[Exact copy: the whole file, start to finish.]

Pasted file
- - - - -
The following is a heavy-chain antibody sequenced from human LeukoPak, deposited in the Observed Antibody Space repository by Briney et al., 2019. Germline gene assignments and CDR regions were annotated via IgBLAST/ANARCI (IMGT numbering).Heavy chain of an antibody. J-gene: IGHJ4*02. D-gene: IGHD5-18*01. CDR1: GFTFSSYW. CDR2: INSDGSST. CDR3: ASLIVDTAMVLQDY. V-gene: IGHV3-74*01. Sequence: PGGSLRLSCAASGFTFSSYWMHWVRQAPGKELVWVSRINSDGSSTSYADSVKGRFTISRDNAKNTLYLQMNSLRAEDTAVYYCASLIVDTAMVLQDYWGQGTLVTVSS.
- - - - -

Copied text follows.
The following is a heavy-chain antibody sequenced from human LeukoPak, deposited in the Observed Antibody Space repository by Briney et al., 2019. Germline gene assignments and CDR regions were annotated via IgBLAST/ANARCI (IMGT numbering).Heavy chain of an antibody. J-gene: IGHJ4*02. D-gene: IGHD5-18*01. CDR1: GFTFSSYW. CDR2: INSDGSST. CDR3: ASLIVDTAMVLQDY. V-gene: IGHV3-74*01. Sequence: PGGSLRLSCAASGFTFSSYWMHWVRQAPGKELVWVSRINSDGSSTSYADSVKGRFTISRDNAKNTLYLQMNSLRAEDTAVYYCASLIVDTAMVLQDYWGQGTLVTVSS.